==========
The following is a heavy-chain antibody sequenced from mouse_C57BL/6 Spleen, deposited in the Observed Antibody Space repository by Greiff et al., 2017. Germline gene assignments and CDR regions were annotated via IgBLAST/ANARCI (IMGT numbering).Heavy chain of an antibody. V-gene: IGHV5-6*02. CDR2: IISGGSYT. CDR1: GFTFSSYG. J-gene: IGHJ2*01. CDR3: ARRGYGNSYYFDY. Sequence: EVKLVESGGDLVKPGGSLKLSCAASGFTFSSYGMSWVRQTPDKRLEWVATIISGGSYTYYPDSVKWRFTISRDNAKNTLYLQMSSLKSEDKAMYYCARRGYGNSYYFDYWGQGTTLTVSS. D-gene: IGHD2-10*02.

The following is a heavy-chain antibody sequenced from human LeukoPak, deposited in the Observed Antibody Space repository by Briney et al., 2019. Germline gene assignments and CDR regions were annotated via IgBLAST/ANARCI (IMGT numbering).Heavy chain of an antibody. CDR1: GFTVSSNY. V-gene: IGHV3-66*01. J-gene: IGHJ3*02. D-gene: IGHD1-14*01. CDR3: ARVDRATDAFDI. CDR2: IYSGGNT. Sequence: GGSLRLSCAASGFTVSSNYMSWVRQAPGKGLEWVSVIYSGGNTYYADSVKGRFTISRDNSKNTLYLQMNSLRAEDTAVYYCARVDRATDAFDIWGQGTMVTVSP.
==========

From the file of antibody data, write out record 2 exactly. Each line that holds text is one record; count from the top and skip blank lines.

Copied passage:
The following is a heavy-chain antibody sequenced from human LeukoPak, deposited in the Observed Antibody Space repository by Briney et al., 2019. Germline gene assignments and CDR regions were annotated via IgBLAST/ANARCI (IMGT numbering).Heavy chain of an antibody. CDR1: GFTVSSNY. V-gene: IGHV3-66*01. J-gene: IGHJ3*02. D-gene: IGHD1-14*01. CDR3: ARVDRATDAFDI. CDR2: IYSGGNT. Sequence: GGSLRLSCAASGFTVSSNYMSWVRQAPGKGLEWVSVIYSGGNTYYADSVKGRFTISRDNSKNTLYLQMNSLRAEDTAVYYCARVDRATDAFDIWGQGTMVTVSP.